Manchin stirs the pot while other Dems try to resuscitate their party-line vision
Just because Joe Manchin is launching bipartisan talks on an energy and climate change package doesn’t mean he’s throwing in the towel on Democrats’ long-sought party-line social spending and tax bill.
The West Virginia Democrat reiterated Tuesday, the day after he and Sen. Lisa Murkowski (R-Alaska) organized a meeting with several fellow Democrats and one GOP colleague on energy and climate, that he sees a party-line bill this year as a way to reform the tax code. Manchin’s remarks followed a Tuesday morning meeting with Majority Leader Chuck Schumer to discuss strategies for combating rising inflation.
While Manchin isn’t ready to torpedo all prospects for a party-line bill this year the way he quashed the $1.7 trillion package once called “Build Back Better,” he flatly rejected any effort to set a new timeline for reaching an agreement. Some of his Democratic colleagues, meanwhile, are already talking of Memorial Day as a deadline to shape a new bill that can be steered past a filibuster using the budgetary maneuver known as reconciliation.
“Reconciliation for me is about getting inflation under control, paying down this debt, getting a handle on what’s going on” through tax reform, Manchin told reporters after meeting with Schumer.
The gregarious centrist, whose vote is essential for anything to pass the 50-50 Senate, said his bipartisan energy discussions did not mean climate change provisions would be left out of any reconciliation bill that can advance.
“No, no, no,” he said, adding climate would be a “big factor” as lawmakers assemble party-line legislation.
Earlier, Manchin told POLITICO the bipartisan group’s first meeting went well but that “we’re just starting.”
Senators who attended, he added, are “just seeing if there’s a commonality to make sure we have reliable energy and also be able to go down the path to address the climate issues we’re all concerned about.”
Participants in that Monday evening meeting included Sens. Brian Schatz (D-Hawaii), John Hickenlooper (D-Colo.), Mark Warner (D-Va.), Tom Carper (D-Del.), Mark Kelly (D-Ariz.) and Kevin Cramer (R-N.D.), though other lawmakers were invited. Murkowski was unable to attend the first meeting in person, according to her spokesperson.
Even those Republicans who participated or were invited to the session sounded dubious that any deal would ultimately come together.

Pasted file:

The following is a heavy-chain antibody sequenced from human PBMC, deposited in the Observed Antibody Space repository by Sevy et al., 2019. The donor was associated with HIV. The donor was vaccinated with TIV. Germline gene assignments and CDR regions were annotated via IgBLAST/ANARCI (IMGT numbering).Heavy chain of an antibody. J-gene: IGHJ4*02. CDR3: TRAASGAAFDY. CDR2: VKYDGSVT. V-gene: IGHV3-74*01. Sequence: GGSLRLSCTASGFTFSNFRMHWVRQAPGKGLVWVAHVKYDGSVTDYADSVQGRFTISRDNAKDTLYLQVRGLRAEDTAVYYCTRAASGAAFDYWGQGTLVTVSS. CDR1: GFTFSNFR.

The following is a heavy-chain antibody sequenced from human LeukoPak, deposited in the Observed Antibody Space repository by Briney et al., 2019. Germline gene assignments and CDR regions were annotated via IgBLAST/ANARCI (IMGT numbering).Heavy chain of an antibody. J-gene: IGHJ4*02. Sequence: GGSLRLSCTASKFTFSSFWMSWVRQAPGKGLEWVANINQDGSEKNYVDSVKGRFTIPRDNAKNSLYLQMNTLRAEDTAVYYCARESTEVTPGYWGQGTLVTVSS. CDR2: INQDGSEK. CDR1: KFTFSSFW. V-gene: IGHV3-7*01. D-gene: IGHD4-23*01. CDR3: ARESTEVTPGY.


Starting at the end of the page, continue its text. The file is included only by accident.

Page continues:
“Is there something that can attract 10 Republicans that doesn’t scare away 10 Democrats?” said Sen. Kevin Cramer (R-N.D.), singling out carbon capture and nuclear energy incentives. “If it starts looking like a reconciliation or Build Back Better, then obviously Republicans will be out.”
Sen. Shelley Moore Capito (R-W.Va.), who didn’t attend the meeting but saw some of the materials, was similarly unimpressed and called the chances of a deal “a long shot.”
“It looked just like BBB to me. I am not sure if there is a sweet spot there,” she said.
Other Democrats are leery of Manchin’s new push to find 10 Republicans to agree on a climate and energy bill, suspecting it will prove futile. For some in the party, it’s reminiscent of his failed effort to get Republicans on board with election and voting reform. But Manchin was quick to point out that the Senate came together last year to pass a bipartisan infrastructure bill after negotiations he helped spearhead.
And there’s some recent history to show Manchin could succeed; a bipartisan energy package that he and Murkowski crafted got included in 2020’s year-end spending bill, which included climate benefits. However, any legislation that could attract 10 Republicans would likely be a bitter pill for climate hawks wary of significant further investments in fossil-fuel technologies.
“I think that’s going to be a heavy lift. If he can do it, great,” Sen. Ben Cardin (D-Md.) said. “I think the easier path is reconciliation.”
Others shared that sense of skepticism. Sen. Angus King (I-Maine), a member of the Energy Committee, called a deal “difficult.”
“It would require 10 Republicans, and unfortunately the closer we get to an election the less likelihood there is of bipartisan cooperation,” he said in an interview.
Manchin also wants to increase the corporate tax rate to 25 percent and the capital gains tax rate to 28 percent. His fellow centrist Sen. Kyrsten Sinema (D-Ariz.), however, has previously resisted tax rate increases and steered her attention toward creation of new levies focused on upper-income earners.
Schumer has not set a deadline for when the Democratic caucus would need to come together on a party-line package, although a reconciliation bill would have to pass by the Sept. 30 end of the fiscal year in order to maintain protection from a GOP filibuster. While Democrats have focused their messaging in recent weeks on lowering costs and addressing inflation, the path forward to a proposal that would unite all 50 members of the caucus is murky at the moment.
Schumer described his meeting with Manchin as “preliminary and good” and said they’d continue talking.
“There are varying levels of optimism” in the Democratic caucus about the prospects for a party-line bill, said Majority Whip Dick Durbin (D-Ill.). “I’m more skeptical.”